Macro roundup: Growing energy bill
Higher oil prices are taking a toll on Greece's current account balance
Greece’s current account deficit doubled in November compared with the same month of 2020 as the high price of oil made its impact felt on the external accounts.
For the first 11 months of 2021, the current account deficit came to 8.9 billion euros, narrowing from 10.3 billion euros the year before. The gap that remains when comparing this cumulative period with 2019 — when the deficit came to 2.2 billion euros — remains mostly down the pandemic’s impact on tourism.
The relatively strong rebound in tourism last summer was a major contributor to the economic rebound in the third quarter, but revenue still remains well down from its record high in 2019. Travel receipts of 10.5 billion euros between January and November represented a drop of 7.4 billion euros from two years previously.
But the toll of high oil prices on the current account is a trend that became much more pronounced in the second half of the year.
The 2.5 billion-euro current account deficit for the month was the widest November deficit seen since 2009, and it was driven by a 2.7 billion-euro deficit in the goods balance. The deficit in the balance of exports and imports of oil products was 982 million, accounting for more than a third of the goods deficit.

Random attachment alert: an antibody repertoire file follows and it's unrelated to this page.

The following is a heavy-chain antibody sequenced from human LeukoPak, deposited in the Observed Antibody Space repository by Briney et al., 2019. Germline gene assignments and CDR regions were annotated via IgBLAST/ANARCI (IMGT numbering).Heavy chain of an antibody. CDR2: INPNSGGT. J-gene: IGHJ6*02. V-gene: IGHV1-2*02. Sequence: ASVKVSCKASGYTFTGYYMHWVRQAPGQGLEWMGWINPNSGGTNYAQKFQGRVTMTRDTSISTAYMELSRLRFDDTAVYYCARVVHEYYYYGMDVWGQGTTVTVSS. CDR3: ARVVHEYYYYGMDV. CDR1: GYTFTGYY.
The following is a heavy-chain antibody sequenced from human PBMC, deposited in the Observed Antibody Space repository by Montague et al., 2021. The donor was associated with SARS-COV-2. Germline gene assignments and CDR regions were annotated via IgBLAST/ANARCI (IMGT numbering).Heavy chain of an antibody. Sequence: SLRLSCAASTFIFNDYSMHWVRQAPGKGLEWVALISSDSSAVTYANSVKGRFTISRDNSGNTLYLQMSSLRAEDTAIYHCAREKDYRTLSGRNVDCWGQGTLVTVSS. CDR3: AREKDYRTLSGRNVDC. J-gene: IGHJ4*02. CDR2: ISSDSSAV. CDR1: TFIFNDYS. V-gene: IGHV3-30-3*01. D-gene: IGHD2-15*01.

To round off this section, this is a great chart from @MacroTragedy charting the trajectory of the current account in each of the last three years:
The seasonally-adjusted unemployment rate edged down to 13.3 percent in November, from 13.4 percent in October.
The Finance Ministry’s December budget execution figures for the central government showed that the primary deficit last year came in at 11 billion euros. That’s a reduction from 18.2 billion euros in 2020, and not far from the initial 2021 budget target of 10.3 billion euros.
Greece’s general government debt increased to 357 billion euros in the third quarter — the most since the 2012 bond restructuring — from 354 billion euros in the second quarter, according to Elstat figures released today. I wrote more yesterday on how debt reduction will be a central theme for this year:
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Next week’s key releases
Tuesday, Jan. 25:
2021 central government budget execution, final figures (Finance Ministry)
Wednesday, Jan. 28:
Third-quarter non-financial accounts (Elstat)
Friday, Jan. 28:
December bank lending and deposits (Bank of Greece)
January economic sentiment index (European Commission)
October building activity survey (Elstat)
Elsewhere on the web
On the debt reduction debate, a warning that a post-pandemic return to fiscal orthodoxy should not be allowed to bring about a return to austerity.
A proposal from the European Fiscal Board stakes out the ground where the reformed Stability and Growth Pact is very likely to settle on. Here’s a contribution this week co-authored by one of the board’s members.
Maria Demertzis argues that the reformed fiscal framework should include a permanent but targeted role for the Recovery and Resilience Facility.
Adam Tooze argues that Mario Draghi may not have the solutions to Italy’s problems, whether as prime minister or as president.
Staying with Tooze, he also has a useful roundup of Germany’s inflation debate.
Public service announcement for Greek readers who live abroad: you will soon be able to pay your taxes using foreign credit and debit cards. (I have no idea if any of my readers own yachts, but mooring levies too.)
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